Sunday, 7 February 2010

Demystify, Democratise and Deliver

For my entire career I've had this three D's principle. Don't worry it won't take long to explain. Basically, I think everyone's role in digital within large corporate environments is to demystify, democratise and deliver (basically, complete their jobs in that order).

So, at first we should make the rule that if something is described in jargon or in a confusing manor then the person describing it should be addressed and told to explain it properly. If digital professionals do this then other (very smart) people can get involved in the conversation and start to make a real contribution.

Whilst this simple approach to demystifying things helps democratise digital a little there are many other things that then need to be addressed. Digital teams have business processes and functions which are unfamiliar to others. They process insight and make decisions in different ways, often a lot faster than other teams. Equally, the test and learn capability of a digital team is far greater as it is a lot easier and cheaper to do this in a digital environment compared to a physical one. This needs to be aligned to the rest of the business and 'educational' seminars held to ensure everyone understands and can be a part of it. Equally, the pace of the digital world and the rate at which opportunities are identified and acted on needs roles that actively ensure these are understood by all relevant parties.

Once this is all happening we can get on with the process of delivery. Here is where the digital world still falls massively short. Delivering is not really about the code or tech. It's about understanding the requirements and needs of customers and business operations & people, completing business practices, like business case development, selling ideas and making sure that innovation coming from all aspects of the business has a voice and a robust change management process to make it happen. It's about research and gaining insight into customers’ needs and behaviours. It's about creating a full multi-channel perspective and P&L representation. The list could go on and on. The digital practice needs to start to mature. By tapping into the entrepreneurial, passionate and enthusiastic characteristics of digital people this doesn't mean these practices are just learnt but they need to be considered, understood and evolved in collaboration. Then digital won't just be an output or production function but one that drives the strategy of organisations and gains the focus and attention its contribution deserves.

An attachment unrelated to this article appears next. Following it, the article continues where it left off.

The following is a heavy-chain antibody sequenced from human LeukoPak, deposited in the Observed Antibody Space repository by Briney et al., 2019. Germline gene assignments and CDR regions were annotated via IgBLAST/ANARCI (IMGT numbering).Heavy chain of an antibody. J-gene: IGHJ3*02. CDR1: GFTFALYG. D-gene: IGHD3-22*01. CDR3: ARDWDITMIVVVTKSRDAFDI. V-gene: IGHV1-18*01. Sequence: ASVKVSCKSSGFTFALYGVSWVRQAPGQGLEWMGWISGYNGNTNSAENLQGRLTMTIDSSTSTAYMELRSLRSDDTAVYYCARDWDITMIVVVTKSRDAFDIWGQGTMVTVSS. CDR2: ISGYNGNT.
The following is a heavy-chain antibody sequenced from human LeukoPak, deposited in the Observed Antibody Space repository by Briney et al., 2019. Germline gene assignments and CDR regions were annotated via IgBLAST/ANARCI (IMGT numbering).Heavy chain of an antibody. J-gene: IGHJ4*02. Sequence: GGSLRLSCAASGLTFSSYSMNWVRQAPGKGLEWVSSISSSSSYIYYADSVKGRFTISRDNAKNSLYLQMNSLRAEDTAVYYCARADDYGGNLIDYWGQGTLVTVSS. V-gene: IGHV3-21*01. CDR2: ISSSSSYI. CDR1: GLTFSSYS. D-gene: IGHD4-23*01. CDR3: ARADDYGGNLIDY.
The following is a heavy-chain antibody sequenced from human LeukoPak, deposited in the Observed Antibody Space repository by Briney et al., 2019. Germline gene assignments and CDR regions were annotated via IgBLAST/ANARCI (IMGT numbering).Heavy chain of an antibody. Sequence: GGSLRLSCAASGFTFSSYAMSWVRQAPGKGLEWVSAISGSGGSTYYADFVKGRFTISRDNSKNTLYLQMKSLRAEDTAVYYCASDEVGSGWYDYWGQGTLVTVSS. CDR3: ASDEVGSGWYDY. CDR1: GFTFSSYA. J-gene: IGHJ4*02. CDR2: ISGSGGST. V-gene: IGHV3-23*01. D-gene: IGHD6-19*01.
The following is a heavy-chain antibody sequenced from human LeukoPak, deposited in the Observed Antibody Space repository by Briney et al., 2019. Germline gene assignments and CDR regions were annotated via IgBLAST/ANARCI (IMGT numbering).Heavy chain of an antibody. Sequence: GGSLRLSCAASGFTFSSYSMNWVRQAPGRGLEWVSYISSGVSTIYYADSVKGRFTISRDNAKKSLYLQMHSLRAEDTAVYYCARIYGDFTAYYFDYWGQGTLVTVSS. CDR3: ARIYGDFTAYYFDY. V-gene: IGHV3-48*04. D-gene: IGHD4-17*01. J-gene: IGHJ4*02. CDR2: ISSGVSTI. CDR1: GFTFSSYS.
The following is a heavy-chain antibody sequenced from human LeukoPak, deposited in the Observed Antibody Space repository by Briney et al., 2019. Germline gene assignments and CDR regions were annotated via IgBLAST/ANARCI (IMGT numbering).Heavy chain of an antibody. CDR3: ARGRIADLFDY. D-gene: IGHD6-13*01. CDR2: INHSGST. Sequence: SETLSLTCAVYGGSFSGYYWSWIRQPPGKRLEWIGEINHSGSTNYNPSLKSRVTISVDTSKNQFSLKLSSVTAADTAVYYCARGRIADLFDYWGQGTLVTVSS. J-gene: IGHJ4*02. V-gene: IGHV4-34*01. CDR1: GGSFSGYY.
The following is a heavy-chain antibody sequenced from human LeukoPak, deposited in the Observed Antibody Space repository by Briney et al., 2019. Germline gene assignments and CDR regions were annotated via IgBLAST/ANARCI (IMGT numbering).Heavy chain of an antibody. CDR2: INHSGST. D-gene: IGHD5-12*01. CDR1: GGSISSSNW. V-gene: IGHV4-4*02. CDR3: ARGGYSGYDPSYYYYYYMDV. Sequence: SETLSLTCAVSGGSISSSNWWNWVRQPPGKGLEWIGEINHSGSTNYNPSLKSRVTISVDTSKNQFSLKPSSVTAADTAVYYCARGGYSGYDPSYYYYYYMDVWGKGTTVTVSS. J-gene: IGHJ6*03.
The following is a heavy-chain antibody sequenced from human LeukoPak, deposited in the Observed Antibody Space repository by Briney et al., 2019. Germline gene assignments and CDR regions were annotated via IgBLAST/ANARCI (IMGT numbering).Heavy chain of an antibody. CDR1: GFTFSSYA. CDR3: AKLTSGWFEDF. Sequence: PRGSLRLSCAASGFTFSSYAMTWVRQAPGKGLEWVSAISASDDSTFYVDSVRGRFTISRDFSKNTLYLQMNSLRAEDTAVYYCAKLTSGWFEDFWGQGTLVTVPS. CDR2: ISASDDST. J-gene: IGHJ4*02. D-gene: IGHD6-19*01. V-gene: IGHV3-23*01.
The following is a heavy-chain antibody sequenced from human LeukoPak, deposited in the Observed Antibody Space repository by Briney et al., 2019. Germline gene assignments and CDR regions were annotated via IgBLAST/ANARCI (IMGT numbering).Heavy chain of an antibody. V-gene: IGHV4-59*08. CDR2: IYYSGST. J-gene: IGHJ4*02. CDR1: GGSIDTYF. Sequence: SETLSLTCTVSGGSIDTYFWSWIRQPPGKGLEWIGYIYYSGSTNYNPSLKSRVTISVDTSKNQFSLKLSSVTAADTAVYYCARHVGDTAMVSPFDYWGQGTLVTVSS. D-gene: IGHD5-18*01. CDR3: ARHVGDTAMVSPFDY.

This principle still forms the single biggest focus in my career. And if you think about all the really successful projects and the one's that have gone on to turn businesses around they usually have a massive component of business process and function re-engineering or corporate cultural change and/or a massive impact on the business strategy (maybe they have even set a new strategy).

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